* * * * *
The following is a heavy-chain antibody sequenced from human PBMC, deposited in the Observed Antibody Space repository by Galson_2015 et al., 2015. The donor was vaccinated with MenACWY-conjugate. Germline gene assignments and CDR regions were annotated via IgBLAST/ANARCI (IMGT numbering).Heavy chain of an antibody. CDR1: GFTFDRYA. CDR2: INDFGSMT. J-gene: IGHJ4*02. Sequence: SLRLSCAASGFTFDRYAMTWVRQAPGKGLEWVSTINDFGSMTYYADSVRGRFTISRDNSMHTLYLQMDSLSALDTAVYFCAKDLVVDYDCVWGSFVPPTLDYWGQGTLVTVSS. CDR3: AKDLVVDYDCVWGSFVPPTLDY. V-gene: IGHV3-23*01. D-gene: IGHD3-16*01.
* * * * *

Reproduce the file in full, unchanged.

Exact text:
The following is a heavy-chain antibody sequenced from human PBMC, deposited in the Observed Antibody Space repository by Galson_2015 et al., 2015. The donor was vaccinated with MenACWY-conjugate. Germline gene assignments and CDR regions were annotated via IgBLAST/ANARCI (IMGT numbering).Heavy chain of an antibody. CDR1: GFTFDRYA. CDR2: INDFGSMT. J-gene: IGHJ4*02. Sequence: SLRLSCAASGFTFDRYAMTWVRQAPGKGLEWVSTINDFGSMTYYADSVRGRFTISRDNSMHTLYLQMDSLSALDTAVYFCAKDLVVDYDCVWGSFVPPTLDYWGQGTLVTVSS. CDR3: AKDLVVDYDCVWGSFVPPTLDY. V-gene: IGHV3-23*01. D-gene: IGHD3-16*01.